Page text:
Agave nectar and placebo may be more effective in treating a child's cough than "watchful waiting" with no treatment at all.
A new study published on October 27, 2014, in JAMA Pediatrics shows that agave nectar and placebo are more effective in treating a child’s cough than “watchful waiting” with no treatment at all.
"Pediatricians typically tell parents, 'Don't give your child anything,' or, at most, give them acetaminophen or ibuprofen," said Ian Paul, MD, MSc, a professor of pediatrics and public health sciences at Penn State College of Medicine, in a press release. "We know sick children are miserable and can't sleep, and parents are frustrated that they can't do anything to help."
The FDA currently advises against the use of OTC cough and cold medications in children aged under 2 years due to safety concerns and a lack of evidence for their effectiveness in this age group. Previously, Dr. Paul’s team published study results that determined honey was more effective than placebo for children’s coughs, but honey is not permitted in infants aged less than 1 year due to the risks of infantile botulism.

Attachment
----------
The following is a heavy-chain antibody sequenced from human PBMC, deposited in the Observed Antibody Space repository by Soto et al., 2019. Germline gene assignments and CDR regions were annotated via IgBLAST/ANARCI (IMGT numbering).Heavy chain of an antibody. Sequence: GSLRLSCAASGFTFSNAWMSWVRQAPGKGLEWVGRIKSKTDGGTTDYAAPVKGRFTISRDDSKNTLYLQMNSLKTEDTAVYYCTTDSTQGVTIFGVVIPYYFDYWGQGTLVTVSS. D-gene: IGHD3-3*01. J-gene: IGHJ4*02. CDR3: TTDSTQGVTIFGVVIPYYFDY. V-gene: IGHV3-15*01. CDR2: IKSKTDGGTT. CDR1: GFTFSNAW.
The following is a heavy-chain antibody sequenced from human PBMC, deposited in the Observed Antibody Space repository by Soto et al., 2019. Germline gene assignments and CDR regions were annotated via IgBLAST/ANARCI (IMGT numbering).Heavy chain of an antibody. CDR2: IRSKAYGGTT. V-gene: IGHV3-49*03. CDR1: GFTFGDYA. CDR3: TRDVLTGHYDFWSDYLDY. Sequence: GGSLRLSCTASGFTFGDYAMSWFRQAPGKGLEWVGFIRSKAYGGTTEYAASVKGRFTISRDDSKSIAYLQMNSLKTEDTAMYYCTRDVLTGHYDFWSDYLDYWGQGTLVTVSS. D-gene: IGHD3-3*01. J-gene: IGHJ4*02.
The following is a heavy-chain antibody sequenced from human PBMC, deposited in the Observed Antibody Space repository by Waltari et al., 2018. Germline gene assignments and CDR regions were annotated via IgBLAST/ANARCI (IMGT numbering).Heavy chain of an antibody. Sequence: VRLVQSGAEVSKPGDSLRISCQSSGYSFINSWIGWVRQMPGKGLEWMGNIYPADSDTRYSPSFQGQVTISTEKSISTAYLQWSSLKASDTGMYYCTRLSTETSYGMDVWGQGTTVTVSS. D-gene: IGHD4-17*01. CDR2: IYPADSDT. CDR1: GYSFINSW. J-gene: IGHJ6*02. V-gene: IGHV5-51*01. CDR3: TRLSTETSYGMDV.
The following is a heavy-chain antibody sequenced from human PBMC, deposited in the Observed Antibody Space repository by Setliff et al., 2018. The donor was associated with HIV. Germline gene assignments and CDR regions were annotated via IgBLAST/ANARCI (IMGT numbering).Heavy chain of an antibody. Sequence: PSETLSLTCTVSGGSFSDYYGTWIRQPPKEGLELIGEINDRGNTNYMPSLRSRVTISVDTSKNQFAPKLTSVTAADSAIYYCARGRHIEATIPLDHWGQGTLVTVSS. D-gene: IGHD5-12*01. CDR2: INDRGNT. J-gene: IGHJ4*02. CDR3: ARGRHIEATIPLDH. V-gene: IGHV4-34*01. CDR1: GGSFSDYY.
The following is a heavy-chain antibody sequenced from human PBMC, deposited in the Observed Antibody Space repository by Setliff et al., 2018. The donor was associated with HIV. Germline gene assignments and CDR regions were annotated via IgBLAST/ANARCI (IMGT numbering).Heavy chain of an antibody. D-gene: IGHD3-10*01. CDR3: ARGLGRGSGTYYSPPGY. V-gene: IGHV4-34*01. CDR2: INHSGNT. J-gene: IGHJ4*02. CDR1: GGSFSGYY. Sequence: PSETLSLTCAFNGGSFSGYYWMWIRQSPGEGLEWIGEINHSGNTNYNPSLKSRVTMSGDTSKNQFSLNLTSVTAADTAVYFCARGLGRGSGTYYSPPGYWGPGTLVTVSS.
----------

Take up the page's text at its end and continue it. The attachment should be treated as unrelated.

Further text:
Because agave nectar shares similar properties with honey without the risks, Dr. Paul and his coauthors set out to test the effects of the sweetener in children with non-specific acute cough. To do so, the researchers randomly assigned 119 children aged 2 to 47 months with non-specific acute cough, nighttime symptoms, and an illness duration of 7 days or less to receive a single dose of grape-flavored pasteurized agave nectar, grape-flavored water, or no treatment administered 30 minutes before bedtime.
After measuring cough frequency, cough severity, and sleep quality, among other metrics, the study authors determined that both agave nectar and placebo were superior to no treatment. Although there were no significant differences detected between the 2 methods overall, agave nectar was more effective than placebo in a subgroup of 30 children under age 1, among whom there is no existing treatment option for cough, Dr. Paul noted.
“Perhaps, this is a case where giving a placebo, such as agave nectar or sugar water, can help parents and their babies get through this annoying illness," Dr. Paul said. "This is a discussion that the pediatric community and parents are going to have to have."